2. Not only that, at least if closed source drivers are acceptable there are many GPUs one can license. But a modern application processor will need to be made in at least 16nm tech or so. Compared to 40nm this is very expensive, and things like 5V tolerant IO will need special process characterization.

    1. Intel was supposed to be bringing us CPUs with integrated FPGAs but if it ever happened it only happened at the extreme top end.

      I am a super newbie hobbyist but have always been fascinated by FPGAs. I played around with a cheap FPGA and a super cheap CPLD. I managed to get a software cpu core installed on the fpga (not that I got it to do much) and wrote some basic code for the CPLD to have it control some addressable LEDs. The CPLD was vastly quicker then a similarly priced micro controller but not exactly easy to tinker with.

  4. maybe i’m being unduly negative. i admit, i was slow to see the genius of the RP2040. but to me this looks like a southbridge that they’re intent on only pairing with awful closed broadcom chips, a continuation of their legacy.

    i can tell Jenny List and i are living in different worlds from this phrase “rock-solid operating system support”. what i have always looked for in a linux board is documented interfaces so that the open source linux kernel can operate in full openness. but what we’ve got instead is a bunch of thin (and ugly, and undocumented, and changing) open source wrappers around closed source firmware. it’s very useful but i’m not going to call it rock solid. my personal perspective is that the moment you start poking at it, the ground crumbles under your feet and you realize you don’t actually control *or even understand* anything that’s going on.

    it’s a fine compromise in some ways. i live with the same compromise with a lot of closed hardware on my laptop. but there’s another difference: it’s not just smartphone chips, even the newer mobile celerons from intel show that it’s possible to have near-zero idle draw paired with an enormously powerful CPU. but the raspberry pi 5 moves even further away from that ideal than the boards before it! (unless i have missed something??)

    a pi-in-the-sky dream that they may someday move beyond these awful broadcom chips is all i’m seeing. but until i see that reality, it will look like just another companion to an awful closed source broadcom chip. there surely are users and use cases who will appreciate the greater performance of raspi 5 but there’s just such an enormous demand for a raspberry pi that is embeddable, that cares even a little bit about idle power draw, and that has some openness to these core functions…and i’m just not seeing any steps in that direction yet. the RP1 just seems to be a companion to their same old established harmful trajectory.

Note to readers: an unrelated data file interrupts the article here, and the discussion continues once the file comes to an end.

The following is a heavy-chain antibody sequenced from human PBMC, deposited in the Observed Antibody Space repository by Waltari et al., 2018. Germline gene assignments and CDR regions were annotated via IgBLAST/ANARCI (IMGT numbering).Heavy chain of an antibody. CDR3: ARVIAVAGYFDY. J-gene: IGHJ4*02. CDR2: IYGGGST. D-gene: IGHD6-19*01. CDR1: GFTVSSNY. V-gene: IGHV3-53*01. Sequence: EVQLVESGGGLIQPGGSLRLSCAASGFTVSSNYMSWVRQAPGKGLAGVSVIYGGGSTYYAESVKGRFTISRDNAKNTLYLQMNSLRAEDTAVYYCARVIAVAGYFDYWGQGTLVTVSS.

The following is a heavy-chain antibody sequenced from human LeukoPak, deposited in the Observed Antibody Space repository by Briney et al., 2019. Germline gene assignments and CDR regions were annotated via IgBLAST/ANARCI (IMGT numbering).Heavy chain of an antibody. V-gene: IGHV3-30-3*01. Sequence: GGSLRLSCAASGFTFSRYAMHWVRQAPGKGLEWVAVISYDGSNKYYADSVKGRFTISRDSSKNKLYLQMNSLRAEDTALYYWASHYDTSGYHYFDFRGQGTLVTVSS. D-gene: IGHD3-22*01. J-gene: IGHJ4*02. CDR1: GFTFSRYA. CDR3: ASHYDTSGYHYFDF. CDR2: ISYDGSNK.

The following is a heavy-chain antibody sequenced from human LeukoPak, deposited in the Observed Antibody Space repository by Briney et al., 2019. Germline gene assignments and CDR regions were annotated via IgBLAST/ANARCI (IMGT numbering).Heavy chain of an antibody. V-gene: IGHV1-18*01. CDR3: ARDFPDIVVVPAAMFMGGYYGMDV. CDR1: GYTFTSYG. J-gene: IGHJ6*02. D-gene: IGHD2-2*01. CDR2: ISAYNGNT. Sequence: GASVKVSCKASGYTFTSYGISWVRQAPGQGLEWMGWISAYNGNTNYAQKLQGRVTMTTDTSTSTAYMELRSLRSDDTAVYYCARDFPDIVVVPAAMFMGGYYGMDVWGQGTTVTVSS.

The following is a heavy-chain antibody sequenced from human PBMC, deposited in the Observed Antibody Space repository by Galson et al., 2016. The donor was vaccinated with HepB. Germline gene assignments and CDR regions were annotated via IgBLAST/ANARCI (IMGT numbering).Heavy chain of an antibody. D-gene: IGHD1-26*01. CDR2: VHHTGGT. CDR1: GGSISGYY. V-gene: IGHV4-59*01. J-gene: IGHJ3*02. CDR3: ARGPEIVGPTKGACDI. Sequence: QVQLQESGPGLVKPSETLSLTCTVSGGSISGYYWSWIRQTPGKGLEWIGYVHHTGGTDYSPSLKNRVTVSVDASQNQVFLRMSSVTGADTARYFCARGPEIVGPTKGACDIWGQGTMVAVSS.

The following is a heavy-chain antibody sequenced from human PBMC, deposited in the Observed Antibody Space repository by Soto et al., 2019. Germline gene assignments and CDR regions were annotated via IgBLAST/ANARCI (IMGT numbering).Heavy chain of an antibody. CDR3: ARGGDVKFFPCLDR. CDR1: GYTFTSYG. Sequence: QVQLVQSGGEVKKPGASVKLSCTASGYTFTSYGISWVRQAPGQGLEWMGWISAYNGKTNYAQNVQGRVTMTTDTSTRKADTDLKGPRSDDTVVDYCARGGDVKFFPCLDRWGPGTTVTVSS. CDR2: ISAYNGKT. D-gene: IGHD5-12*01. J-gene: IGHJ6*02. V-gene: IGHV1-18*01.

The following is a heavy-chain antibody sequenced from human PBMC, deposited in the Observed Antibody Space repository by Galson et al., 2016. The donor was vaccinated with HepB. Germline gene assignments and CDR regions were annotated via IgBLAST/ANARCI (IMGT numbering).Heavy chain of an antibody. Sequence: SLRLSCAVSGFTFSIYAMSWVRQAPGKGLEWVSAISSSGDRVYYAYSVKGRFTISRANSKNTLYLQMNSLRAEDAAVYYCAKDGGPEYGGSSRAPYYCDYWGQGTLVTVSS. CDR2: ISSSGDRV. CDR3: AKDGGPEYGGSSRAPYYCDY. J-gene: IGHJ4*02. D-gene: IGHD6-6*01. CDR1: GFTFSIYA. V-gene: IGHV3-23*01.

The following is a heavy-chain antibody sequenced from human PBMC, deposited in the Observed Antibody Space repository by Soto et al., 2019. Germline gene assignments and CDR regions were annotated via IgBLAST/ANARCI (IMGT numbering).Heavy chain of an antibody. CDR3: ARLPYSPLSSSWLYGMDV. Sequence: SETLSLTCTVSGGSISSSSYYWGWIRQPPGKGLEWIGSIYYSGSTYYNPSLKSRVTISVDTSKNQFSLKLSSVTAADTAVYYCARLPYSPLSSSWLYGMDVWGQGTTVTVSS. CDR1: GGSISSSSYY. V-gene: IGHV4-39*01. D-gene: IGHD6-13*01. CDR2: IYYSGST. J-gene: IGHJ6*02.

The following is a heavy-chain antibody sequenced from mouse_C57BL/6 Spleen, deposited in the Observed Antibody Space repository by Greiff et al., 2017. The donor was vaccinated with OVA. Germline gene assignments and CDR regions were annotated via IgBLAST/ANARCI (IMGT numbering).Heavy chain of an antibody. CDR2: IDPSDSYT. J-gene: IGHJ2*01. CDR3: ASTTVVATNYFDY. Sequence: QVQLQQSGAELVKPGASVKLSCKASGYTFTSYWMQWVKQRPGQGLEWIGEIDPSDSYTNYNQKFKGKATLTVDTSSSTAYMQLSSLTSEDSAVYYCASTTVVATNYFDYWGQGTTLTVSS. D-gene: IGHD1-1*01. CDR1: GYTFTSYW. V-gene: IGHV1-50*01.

1. I guess I don’t see it as harmful. They sale more than they can make :) . What I do see is with the RP1 chip, the Raspberry Pi people now have all their options open. Any ARM CPU (or other, RISC V?) can be on the table for any future products utilizing the RP1 chip. I see the RPI-5 as just a stepping stone to the future. Could one say a ‘proof of concept?’ Could be wrong, but that is how I see it.

      As for idle power of the RPI-5, we’ll see where that heads. I know one of the talks said something about a sleep mode. Also the RPI-5 CPU can be clocked ‘down’ to 1.5Ghz I believe I read. So that ‘should’ help the idle and max power used I would think. All depends on ones intended use of the board.

      1. Oh, and a lot of projects I bet can simply be handled with a Pico W or any RP2040 board. Only need the RPI-3,4,5 or CM modules for your most complex, CPU intensive projects where power ‘usually’ isn’t a concern. I know I’ve swapped out some RPI Zeros for Pico Ws for example. Better fit.

      2. eh, i am ever more convinced they don’t *want* to leave broadcom behind. i’ll believe it when i see it, or probably (given my biases) some years after that :)

        but i’m responding to “I don’t see it as harmful” because i super duper see it as harmful but it took me a moment to put my finger on it.

        a lot of use cases, the pi really is perfect. but for the cases where it isn’t, it perpetrates this harm on the people who use it. they fight with the pi, they invest time learning the insane limits of the pi. if you go looking for it, you can find a lot of incredulous posts that clearly represent someone who has sunk dozens or hundreds of hours into it, and simply cannot believe the limitation they ran into. as one of those people myself, this harm really offends me. but that’s superficial compared to the deeper harm.